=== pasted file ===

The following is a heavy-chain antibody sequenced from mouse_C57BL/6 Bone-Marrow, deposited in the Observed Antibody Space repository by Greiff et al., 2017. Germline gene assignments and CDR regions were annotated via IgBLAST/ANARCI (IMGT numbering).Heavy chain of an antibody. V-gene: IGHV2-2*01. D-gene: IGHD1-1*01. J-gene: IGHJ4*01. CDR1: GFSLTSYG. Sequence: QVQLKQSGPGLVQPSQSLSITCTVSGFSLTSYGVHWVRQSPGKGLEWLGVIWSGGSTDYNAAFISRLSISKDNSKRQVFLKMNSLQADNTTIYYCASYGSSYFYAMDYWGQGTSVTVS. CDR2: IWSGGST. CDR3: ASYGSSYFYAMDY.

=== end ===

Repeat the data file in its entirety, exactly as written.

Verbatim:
The following is a heavy-chain antibody sequenced from mouse_C57BL/6 Bone-Marrow, deposited in the Observed Antibody Space repository by Greiff et al., 2017. Germline gene assignments and CDR regions were annotated via IgBLAST/ANARCI (IMGT numbering).Heavy chain of an antibody. V-gene: IGHV2-2*01. D-gene: IGHD1-1*01. J-gene: IGHJ4*01. CDR1: GFSLTSYG. Sequence: QVQLKQSGPGLVQPSQSLSITCTVSGFSLTSYGVHWVRQSPGKGLEWLGVIWSGGSTDYNAAFISRLSISKDNSKRQVFLKMNSLQADNTTIYYCASYGSSYFYAMDYWGQGTSVTVS. CDR2: IWSGGST. CDR3: ASYGSSYFYAMDY.